Graham warns of 5G security threat from China

Graham warns of 5G security threat from China
© Greg Nash

Senate Judiciary Committee Chairman Lindsey GrahamLindsey Olin GrahamThreat of impeachment takes oxygen out of 2019 agenda Graham urges Trump not to abandon infrastructure talks with Democrats Congress, White House near deal on spending, debt limit MORE (R-S.C.) on Tuesday pressed the Trump administration to work with Congress on combatting security threats from 5G wireless technology, including stopping business with countries using Chinese technologies.

“You’ve got hardening our critical infrastructure here at home that is mostly private sector based,” Graham said, during a hearing of his committee on 5G national security threats. “Now we’ve got a developing technology called 5G that if China dominates this market, we may not be able to do normal business or function normally, and we are sitting around looking at each other.”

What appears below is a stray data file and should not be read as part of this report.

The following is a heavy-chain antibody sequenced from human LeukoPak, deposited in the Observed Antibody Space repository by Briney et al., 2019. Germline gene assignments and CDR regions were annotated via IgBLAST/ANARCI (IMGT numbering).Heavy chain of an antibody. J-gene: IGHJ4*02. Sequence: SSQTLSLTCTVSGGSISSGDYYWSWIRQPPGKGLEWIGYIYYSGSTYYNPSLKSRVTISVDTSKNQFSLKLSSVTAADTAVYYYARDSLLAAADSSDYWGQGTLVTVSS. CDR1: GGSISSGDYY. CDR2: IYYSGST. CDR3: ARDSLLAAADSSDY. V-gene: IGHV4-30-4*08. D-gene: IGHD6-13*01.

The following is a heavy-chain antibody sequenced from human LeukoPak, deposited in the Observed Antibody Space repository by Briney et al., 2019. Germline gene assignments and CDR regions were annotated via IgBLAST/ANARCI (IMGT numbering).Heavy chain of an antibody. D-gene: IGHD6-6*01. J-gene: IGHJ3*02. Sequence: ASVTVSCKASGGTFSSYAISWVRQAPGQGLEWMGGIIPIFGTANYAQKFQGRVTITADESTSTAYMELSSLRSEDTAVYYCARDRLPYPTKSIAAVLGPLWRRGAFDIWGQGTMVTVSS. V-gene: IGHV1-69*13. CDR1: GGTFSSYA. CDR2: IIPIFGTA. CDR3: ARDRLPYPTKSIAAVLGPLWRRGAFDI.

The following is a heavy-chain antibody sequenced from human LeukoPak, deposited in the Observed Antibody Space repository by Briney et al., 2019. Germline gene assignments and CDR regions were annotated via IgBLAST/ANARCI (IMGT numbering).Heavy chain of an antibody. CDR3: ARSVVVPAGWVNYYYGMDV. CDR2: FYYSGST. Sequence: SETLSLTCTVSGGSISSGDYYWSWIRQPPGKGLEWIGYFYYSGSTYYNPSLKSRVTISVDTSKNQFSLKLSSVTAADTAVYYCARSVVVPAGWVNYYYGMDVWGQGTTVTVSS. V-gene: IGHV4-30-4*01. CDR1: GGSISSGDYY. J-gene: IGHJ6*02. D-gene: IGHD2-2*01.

Graham added “we’ve got a bunch of bills being introduced, but it’s going to take administrative leadership, it’s going to take the Trump administration working with Congress, to deal with both problems.”

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Graham promised to “restart the conversation” around securing critical technology against threats from countries such as China, and vowed to offer foreign allies “a better alternative than what China has on the table” in regards to 5G, including options other than doing business with Chinese telecommunications company Huawei.

Following the hearing, Graham discussed the idea of not doing business with foreign governments that utilize Chinese technology in order to lower national security threats.